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CMO + OD = CEO (Uncontrollable Meaning)

Firefighters

The other night I needed help carrying my groceries to the car. I was embarrassed to ask, but I have a bad back and it is sometimes obvious.

The cashier at the grocery store asked me if the person bagging the groceries should also take the stuff to the car and I sheepishly said yes.

I felt bad having someone take my stuff to the car. I don't like asking other people to do what feels like menial work. I don't want to degrade them.

When we got to the car, I turned and said, "If you could help me I would greatly appreciate it, because I have a bad back."

What began as a sort of unimportant, low-level task was elevated right then. It wasn't about loading the groceries in. It was about helping me to not have my back get worse.

 McKinsey has just published an incredibly important article called "How Leaders Kill Meaning At Work" (free with registration) by Teresa Amabile and Steven Kramer.

It repeats something we already know - strategy without engagement is nothing - but with a disturbing twist:

"Senior executives routinely undermine creativity, productivity, and commitment by damaging the inner work lives of their employees."

In other words, leaders are supposed to make their employees feel valued and like their work is meaningful. But instead they do the opposite: DESTROYING corporate value by undercutting employees' emotional investment in the work at every turn.

Over the past four decades, hearing my grandparents' and parents' stories, my friends and colleagues and going through my own experiences of course, it has continually been amazing to me: Despite lousy bosses of every kind, people get up again and again to try.

People are so stubborn that way. They will make their jobs important. They will care. They will go above and beyond. All of this DESPITE and not because of poor leaders. Despite being told overtly and implicitly, seemingly at every turn, that they can be replaced in a second.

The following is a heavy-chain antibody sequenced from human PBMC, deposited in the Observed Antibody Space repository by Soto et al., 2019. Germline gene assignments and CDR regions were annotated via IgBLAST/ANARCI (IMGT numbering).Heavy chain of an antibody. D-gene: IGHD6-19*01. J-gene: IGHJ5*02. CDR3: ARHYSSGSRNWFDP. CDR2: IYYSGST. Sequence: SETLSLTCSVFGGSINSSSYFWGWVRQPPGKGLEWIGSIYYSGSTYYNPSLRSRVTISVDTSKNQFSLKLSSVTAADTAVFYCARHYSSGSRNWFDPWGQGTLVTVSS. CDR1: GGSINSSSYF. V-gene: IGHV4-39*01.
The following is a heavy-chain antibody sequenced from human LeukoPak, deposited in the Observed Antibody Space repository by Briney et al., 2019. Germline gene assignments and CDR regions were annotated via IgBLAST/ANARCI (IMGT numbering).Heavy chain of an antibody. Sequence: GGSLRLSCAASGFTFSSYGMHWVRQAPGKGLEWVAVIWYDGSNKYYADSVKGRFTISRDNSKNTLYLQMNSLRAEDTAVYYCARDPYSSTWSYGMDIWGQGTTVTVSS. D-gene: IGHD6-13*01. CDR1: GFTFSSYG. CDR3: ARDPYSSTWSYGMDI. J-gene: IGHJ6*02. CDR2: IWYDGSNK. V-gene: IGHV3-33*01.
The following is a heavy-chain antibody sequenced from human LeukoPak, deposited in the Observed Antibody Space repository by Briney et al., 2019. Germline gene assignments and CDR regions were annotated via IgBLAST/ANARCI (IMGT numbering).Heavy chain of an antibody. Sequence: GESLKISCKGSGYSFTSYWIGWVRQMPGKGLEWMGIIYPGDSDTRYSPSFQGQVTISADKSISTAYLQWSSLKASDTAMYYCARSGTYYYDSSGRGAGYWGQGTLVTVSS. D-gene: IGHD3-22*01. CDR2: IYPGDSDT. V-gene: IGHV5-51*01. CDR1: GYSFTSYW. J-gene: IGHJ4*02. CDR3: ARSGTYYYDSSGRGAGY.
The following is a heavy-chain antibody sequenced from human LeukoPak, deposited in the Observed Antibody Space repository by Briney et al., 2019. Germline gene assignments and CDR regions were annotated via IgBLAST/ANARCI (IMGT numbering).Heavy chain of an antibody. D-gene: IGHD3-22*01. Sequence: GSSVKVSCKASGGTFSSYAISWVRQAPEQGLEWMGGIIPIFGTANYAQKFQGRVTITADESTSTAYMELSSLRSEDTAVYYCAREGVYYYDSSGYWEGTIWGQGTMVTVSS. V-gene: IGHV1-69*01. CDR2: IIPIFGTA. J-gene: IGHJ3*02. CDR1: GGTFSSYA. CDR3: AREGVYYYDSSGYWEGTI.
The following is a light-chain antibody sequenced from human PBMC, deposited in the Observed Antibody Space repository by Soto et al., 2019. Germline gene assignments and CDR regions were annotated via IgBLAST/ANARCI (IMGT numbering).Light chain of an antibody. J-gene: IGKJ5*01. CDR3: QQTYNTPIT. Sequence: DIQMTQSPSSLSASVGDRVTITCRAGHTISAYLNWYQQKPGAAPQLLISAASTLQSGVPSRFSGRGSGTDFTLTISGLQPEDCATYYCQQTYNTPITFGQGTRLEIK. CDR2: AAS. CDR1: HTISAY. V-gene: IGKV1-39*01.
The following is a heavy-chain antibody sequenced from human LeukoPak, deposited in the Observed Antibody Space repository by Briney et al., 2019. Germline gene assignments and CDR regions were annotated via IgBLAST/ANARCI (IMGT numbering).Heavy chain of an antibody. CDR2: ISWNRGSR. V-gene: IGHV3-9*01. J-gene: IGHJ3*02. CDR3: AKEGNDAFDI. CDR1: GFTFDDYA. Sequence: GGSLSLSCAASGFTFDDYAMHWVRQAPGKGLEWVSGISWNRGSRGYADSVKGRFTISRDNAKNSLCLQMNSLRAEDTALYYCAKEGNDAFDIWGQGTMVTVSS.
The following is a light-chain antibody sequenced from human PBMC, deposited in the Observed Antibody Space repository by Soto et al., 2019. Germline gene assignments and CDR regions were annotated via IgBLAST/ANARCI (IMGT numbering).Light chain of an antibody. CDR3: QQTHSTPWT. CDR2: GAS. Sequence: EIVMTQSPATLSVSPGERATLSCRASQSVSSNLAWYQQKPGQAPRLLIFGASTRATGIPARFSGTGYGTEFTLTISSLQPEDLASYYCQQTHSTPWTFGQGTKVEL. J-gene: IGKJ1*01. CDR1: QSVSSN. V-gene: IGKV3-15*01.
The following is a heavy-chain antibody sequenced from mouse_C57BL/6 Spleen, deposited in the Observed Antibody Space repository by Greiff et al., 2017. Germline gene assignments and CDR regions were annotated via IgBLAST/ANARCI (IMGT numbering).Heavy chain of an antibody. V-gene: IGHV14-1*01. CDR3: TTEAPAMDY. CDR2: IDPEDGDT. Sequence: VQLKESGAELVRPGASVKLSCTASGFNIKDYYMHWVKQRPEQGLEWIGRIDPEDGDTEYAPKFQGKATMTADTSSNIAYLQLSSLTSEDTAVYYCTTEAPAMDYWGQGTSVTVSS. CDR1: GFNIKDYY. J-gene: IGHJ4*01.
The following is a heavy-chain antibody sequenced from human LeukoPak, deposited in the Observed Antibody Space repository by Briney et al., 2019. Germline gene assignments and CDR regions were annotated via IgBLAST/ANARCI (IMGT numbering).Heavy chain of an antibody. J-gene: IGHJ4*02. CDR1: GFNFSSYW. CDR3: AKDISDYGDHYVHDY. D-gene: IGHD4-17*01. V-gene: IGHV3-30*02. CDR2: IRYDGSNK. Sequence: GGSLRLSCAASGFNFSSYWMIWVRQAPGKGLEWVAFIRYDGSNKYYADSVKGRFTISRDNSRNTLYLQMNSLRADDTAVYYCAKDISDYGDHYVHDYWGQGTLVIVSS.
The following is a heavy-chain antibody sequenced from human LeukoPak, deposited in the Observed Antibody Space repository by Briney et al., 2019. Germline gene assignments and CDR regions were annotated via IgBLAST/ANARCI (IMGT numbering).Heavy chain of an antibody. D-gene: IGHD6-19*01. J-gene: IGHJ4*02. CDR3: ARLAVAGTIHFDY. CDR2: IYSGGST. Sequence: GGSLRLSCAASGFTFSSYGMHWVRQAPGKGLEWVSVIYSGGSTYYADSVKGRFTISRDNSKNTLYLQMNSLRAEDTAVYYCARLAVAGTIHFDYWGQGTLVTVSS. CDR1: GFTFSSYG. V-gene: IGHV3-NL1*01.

I believe in my heart there is something about being human that makes you want to serve something higher and more, and if you're focused on the meaning behind the work you can do almost anything.

So in a sense a CEO, or any manager, doesn't have to be all that talented to be successful at engaging people: They could more or less get out of the way, stop undercutting employees, and let them find meaning at work on their own.

This would take us in a different direction than Amabile and Kramer suggest. And I think potentially a better one. Follow my logic here.

1. The CMO (Chief Marketing Officer) part

What if CEOs let employees be the determinants of what is important to do at work? (See Vineet Nayar's book, "Employees First, Customers Second.")

For if employees are closest to the customers, then they know best how to keep them and to create more. As Peter Drucker aptly stated, a business (or by extension any enterprise) exists to create customers.

In fact, the CEO's first job is to create customers, NOT to do strategies - which are only roads to the destination of actually selling things to people.

The CEO is therefore the Chief Marketing Officer and every employee is really a business partner.

2. The OD (Organizational Development) part

What if the CEO's second but almost as important job was to make sure that the organizational culture was healthy enough that employee decisions made sense and were not driven by bad factors like groupthink, power politics, and so on?

What if they actively invested in the personal development and organizational culture formed by those employees? So that their second job title involved organizational development?

Because miserable people and dysfunctional groups are ill-suited to seeking out and retaining customers.

I therefore submit to you that the job of a CEO or any organizational leader is to synthesize the marketing function with the organizational development function to produce something I call "uncontrollable meaning."